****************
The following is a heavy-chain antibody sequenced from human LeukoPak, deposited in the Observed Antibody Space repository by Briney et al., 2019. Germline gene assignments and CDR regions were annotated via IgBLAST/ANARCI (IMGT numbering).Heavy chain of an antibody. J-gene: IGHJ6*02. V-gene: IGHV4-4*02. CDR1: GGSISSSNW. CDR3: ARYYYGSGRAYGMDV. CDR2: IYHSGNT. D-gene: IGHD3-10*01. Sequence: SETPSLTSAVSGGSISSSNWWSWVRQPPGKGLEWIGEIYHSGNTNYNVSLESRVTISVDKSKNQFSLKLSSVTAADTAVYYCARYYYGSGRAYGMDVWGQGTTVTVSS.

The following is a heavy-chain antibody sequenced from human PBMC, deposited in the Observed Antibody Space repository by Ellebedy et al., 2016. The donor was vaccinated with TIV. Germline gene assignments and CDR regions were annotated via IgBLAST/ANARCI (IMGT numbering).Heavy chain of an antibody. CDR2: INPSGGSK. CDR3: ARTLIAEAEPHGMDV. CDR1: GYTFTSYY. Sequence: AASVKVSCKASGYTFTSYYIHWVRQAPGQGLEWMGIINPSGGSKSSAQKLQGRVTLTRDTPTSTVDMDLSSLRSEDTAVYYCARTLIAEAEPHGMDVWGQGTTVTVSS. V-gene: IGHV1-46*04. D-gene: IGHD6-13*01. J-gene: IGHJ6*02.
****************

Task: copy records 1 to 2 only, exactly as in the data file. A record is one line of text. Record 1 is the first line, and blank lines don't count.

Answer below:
The following is a heavy-chain antibody sequenced from human LeukoPak, deposited in the Observed Antibody Space repository by Briney et al., 2019. Germline gene assignments and CDR regions were annotated via IgBLAST/ANARCI (IMGT numbering).Heavy chain of an antibody. J-gene: IGHJ6*02. V-gene: IGHV4-4*02. CDR1: GGSISSSNW. CDR3: ARYYYGSGRAYGMDV. CDR2: IYHSGNT. D-gene: IGHD3-10*01. Sequence: SETPSLTSAVSGGSISSSNWWSWVRQPPGKGLEWIGEIYHSGNTNYNVSLESRVTISVDKSKNQFSLKLSSVTAADTAVYYCARYYYGSGRAYGMDVWGQGTTVTVSS.

The following is a heavy-chain antibody sequenced from human PBMC, deposited in the Observed Antibody Space repository by Ellebedy et al., 2016. The donor was vaccinated with TIV. Germline gene assignments and CDR regions were annotated via IgBLAST/ANARCI (IMGT numbering).Heavy chain of an antibody. CDR2: INPSGGSK. CDR3: ARTLIAEAEPHGMDV. CDR1: GYTFTSYY. Sequence: AASVKVSCKASGYTFTSYYIHWVRQAPGQGLEWMGIINPSGGSKSSAQKLQGRVTLTRDTPTSTVDMDLSSLRSEDTAVYYCARTLIAEAEPHGMDVWGQGTTVTVSS. V-gene: IGHV1-46*04. D-gene: IGHD6-13*01. J-gene: IGHJ6*02.